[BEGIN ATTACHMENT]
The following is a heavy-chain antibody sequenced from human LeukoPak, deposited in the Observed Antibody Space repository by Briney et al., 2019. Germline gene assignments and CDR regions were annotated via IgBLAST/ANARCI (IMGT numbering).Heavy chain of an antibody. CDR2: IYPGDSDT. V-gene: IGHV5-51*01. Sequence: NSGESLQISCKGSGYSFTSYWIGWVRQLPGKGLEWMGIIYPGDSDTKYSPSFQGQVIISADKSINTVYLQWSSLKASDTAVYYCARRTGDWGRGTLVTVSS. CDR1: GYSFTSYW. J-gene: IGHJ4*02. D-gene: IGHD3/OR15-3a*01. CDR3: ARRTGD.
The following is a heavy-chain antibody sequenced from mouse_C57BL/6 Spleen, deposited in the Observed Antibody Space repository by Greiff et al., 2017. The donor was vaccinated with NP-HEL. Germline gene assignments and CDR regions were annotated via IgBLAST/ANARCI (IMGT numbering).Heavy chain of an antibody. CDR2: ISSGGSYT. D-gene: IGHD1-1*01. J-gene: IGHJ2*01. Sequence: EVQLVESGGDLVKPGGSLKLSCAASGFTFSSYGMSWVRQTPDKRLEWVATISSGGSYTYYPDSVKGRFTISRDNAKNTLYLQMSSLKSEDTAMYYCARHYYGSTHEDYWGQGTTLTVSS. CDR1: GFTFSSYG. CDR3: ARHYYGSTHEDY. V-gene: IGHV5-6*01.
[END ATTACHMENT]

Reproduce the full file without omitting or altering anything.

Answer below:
The following is a heavy-chain antibody sequenced from human LeukoPak, deposited in the Observed Antibody Space repository by Briney et al., 2019. Germline gene assignments and CDR regions were annotated via IgBLAST/ANARCI (IMGT numbering).Heavy chain of an antibody. CDR2: IYPGDSDT. V-gene: IGHV5-51*01. Sequence: NSGESLQISCKGSGYSFTSYWIGWVRQLPGKGLEWMGIIYPGDSDTKYSPSFQGQVIISADKSINTVYLQWSSLKASDTAVYYCARRTGDWGRGTLVTVSS. CDR1: GYSFTSYW. J-gene: IGHJ4*02. D-gene: IGHD3/OR15-3a*01. CDR3: ARRTGD.
The following is a heavy-chain antibody sequenced from mouse_C57BL/6 Spleen, deposited in the Observed Antibody Space repository by Greiff et al., 2017. The donor was vaccinated with NP-HEL. Germline gene assignments and CDR regions were annotated via IgBLAST/ANARCI (IMGT numbering).Heavy chain of an antibody. CDR2: ISSGGSYT. D-gene: IGHD1-1*01. J-gene: IGHJ2*01. Sequence: EVQLVESGGDLVKPGGSLKLSCAASGFTFSSYGMSWVRQTPDKRLEWVATISSGGSYTYYPDSVKGRFTISRDNAKNTLYLQMSSLKSEDTAMYYCARHYYGSTHEDYWGQGTTLTVSS. CDR1: GFTFSSYG. CDR3: ARHYYGSTHEDY. V-gene: IGHV5-6*01.